‘No need to always expect the worst’
RECENT history suggests it doesn’t pay to expect the worst every time a political shock hits markets.
Michael Livijn, who as Nordea Bank’s chief investment strategist makes recommendations that guide about $100 billion (R1.34 trillion), says don’t expect a bloodbath if elections in Europe this year unleash a populist wave like the one that propelled Donald Trump into the White House. That’s because crisis fatigue has led to increasingly rapid market corrections.
“It took the market three days to shake off Brexit, with Trump it took three hours, and the election in Italy three minutes,” Livijn said in an interview in Stockholm last Wednesday.
In Europe right now, “we believe that the political risk premium is slightly too high,” he said.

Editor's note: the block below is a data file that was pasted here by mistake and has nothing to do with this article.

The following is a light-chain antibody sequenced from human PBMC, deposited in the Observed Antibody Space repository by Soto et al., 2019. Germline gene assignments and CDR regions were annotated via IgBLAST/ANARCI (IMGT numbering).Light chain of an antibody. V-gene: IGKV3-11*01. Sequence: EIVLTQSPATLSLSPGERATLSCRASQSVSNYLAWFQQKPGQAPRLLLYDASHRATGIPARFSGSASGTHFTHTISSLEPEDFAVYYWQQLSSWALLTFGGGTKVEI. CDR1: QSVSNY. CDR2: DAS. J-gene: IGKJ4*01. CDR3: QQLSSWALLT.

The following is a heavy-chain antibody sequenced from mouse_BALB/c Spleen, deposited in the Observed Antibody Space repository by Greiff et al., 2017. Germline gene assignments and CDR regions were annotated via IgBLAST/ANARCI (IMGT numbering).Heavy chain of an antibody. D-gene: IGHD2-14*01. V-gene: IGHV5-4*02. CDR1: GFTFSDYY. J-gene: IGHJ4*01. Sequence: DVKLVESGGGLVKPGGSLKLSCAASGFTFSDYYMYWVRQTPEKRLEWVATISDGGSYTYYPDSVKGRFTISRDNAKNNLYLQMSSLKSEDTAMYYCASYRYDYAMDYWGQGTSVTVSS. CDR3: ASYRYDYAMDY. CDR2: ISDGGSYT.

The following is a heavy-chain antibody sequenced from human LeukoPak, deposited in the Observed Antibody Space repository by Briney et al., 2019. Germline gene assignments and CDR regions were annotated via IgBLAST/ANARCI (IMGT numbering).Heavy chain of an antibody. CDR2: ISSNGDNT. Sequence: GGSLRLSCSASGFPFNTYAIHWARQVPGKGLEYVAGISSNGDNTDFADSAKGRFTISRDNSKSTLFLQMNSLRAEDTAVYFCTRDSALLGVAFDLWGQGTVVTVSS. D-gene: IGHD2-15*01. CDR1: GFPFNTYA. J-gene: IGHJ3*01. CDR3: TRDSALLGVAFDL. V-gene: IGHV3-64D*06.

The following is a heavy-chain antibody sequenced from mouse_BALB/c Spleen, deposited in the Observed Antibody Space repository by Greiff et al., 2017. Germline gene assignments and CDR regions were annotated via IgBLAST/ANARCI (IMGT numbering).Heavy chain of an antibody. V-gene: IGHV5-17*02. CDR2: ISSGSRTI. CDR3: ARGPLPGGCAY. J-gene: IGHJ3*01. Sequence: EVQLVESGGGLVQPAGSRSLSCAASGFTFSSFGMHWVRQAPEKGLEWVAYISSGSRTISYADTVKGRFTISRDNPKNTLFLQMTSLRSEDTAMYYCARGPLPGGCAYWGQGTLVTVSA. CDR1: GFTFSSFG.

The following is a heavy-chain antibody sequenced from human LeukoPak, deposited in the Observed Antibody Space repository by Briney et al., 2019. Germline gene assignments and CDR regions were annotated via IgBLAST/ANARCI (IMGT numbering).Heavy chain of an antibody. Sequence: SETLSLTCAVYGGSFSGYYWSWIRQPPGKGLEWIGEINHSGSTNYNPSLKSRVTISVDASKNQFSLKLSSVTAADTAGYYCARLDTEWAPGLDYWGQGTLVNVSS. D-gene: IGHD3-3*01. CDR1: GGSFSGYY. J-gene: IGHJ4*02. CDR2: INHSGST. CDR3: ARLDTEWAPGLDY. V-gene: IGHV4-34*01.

The next big date on Europe’s political calendar is March 15, when the Dutch vote in general elections. After that, it’s the turn of the euro zone’s second-biggest economy, as France holds the first round in presidential elections a month later.
The National Front’s Marine Le Pen, who wants to leave the euro, is neck-and-neck with Republican candidate Francois Fillon, according to first round polling by Ipsos Sopra Steria published on January 19.
As things stand now, Nordea is betting that a Le Pen win will result in a smaller market reaction than an outcome that affirms the establishment.
Nordea said earlier this month it is overweight global equities, reflecting its view the asset class will outperform others. Livijn says investors risk fretting too much over shocks whose outcome per definition can’t be predicted, instead of analysing the basics.
“Don’t forget the fundamentals,” he said. “It’s so easy to just search for the next trouble spot.” Nor is he overly deterred by events in Britain, as the country tries to find a legal path out of the EU.
With the UK parliament getting the backing of the country’s highest court to hand it more powers in the Brexit process, the risk of a more drawn out divorce has increased.
But here, too, investors would do well to stay focused on the numbers, according to the Nordea strategist. – Bloomberg